The Zouave ensemble.
So I mentioned before Christmas that I was working on an 1863 Zouave ensemble for my little sister. It’s been finished for almost a month now. And by finished, I mean that I still have buttons and buttonholes to do.
In any case, this was the inspiration for the dress. After spending almost a week of free time scouring the interwebs for a dress that would work with the limited amount of fabric i had, this is what I found.
It looked easy enough, and I knew for certain that I would at least have enough fabric for the skirt if not the jacket. The fabric for the skirt was taken from my mother’s old 80’s prom dress of some mysterious polyester material. It was blue at some point in time, but now it’s a super light, almost white lavender.
As you can see it’s kind of a pseudo-civil war style dress anyway. (We’ll ignore the fact that it was about 6-7 inches too long for me). I wore it at age 13 to a father-daughter Halloween party where the theme was famous couples. Since we just had a short notice to figure something out we went as …. you guessed it, Rhett Butler and Scarlett O’Hara. But don’t ask me where the Princess Leia hair came from because I honestly can’t tell you.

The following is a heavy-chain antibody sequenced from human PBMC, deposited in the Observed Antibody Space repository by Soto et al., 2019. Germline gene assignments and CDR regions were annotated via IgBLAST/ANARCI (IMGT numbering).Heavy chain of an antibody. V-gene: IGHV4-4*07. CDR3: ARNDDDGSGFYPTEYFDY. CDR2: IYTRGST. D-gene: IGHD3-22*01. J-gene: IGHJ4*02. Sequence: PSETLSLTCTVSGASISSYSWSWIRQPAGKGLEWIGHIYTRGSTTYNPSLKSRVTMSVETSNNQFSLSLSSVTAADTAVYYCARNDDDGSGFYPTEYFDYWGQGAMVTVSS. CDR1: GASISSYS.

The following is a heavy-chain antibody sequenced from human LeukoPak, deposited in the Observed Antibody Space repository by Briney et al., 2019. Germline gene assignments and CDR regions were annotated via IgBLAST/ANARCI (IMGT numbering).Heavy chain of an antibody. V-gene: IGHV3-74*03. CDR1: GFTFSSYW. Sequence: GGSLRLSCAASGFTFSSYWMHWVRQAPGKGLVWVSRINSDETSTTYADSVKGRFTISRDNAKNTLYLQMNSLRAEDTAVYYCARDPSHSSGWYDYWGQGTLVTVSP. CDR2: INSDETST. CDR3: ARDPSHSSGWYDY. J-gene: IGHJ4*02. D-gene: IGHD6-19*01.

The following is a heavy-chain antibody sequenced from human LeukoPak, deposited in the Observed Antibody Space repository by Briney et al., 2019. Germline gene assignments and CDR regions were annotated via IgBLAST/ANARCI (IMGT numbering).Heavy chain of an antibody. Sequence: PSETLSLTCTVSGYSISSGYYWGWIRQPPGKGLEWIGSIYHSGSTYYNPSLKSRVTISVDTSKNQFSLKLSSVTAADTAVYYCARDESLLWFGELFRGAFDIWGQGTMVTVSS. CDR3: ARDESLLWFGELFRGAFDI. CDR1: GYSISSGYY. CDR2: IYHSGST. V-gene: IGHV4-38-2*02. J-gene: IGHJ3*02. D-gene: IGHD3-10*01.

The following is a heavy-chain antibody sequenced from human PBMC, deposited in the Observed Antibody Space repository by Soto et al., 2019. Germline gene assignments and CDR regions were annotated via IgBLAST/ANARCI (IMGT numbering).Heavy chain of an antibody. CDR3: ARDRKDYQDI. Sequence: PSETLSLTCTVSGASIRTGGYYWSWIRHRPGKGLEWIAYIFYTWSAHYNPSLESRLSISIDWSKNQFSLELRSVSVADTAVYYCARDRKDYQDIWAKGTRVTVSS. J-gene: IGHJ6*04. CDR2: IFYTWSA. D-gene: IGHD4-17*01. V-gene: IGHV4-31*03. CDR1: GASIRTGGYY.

Long story short, I ripped off all the lace. There was lots of it, at least 7-8 yards of lace just tacked on the the hems and sleeves and well, everywhere! I pulled the skirts apart, and yanked off those ridiculous bows. The cream underskirt was turned into a petticoat, leaving me with just enough fabric to make the skirt.
As you can see, the skirt is hard to photograph and the dress form is too big for the outfit. My little sister who turns fifteen in the spring is about the size of a sixth grader on a day like Thanksgiving or Christmas where she eats half of the food on the table. She’s super tiny and I don’t have a child’s dress form to fit it on. So we’ll ignore the fact that the skirt doesn’t close all the way in the back. The jacket has two rows of black trim, with directions going opposite because I wasn’t thinking when I started hand stitching them on, but the more I look at it the more I like it.
The skirt has the same trim as the bottom row, but in white. I had originally planned on adding a row or two around the hem of the skirt, but it looked rather busy with the print, so I just trimmed around the top of the skirt and called it good.
Without the jacket, the shirt looks kind of plain, but I did put in a bit of lace around the collar and the sleeve cuffs. It was the lace that originally came with the dress, I rather like it and kept the rest to use on other various projects. Ignore the blue pin, I forgot to take it out before taking a picture.
The skirt fastens in the back with five pearlized buttons, which also came with the original dress.
And to top it all of, there’s a corded petticoat and another petticoat underneath that. I know corded petticoats weren’t in vogue during the 1860’s but I just couldn’t justify putting time and energy into making a hoopskirt when hopefully my sister will grow some more.
As much as I love accuracy in terms of historical clothing and reproductions, it wasn’t exactly possible in this venture. I did my best and it turned out very well, but it is first and foremost a costume and that’s okay with me.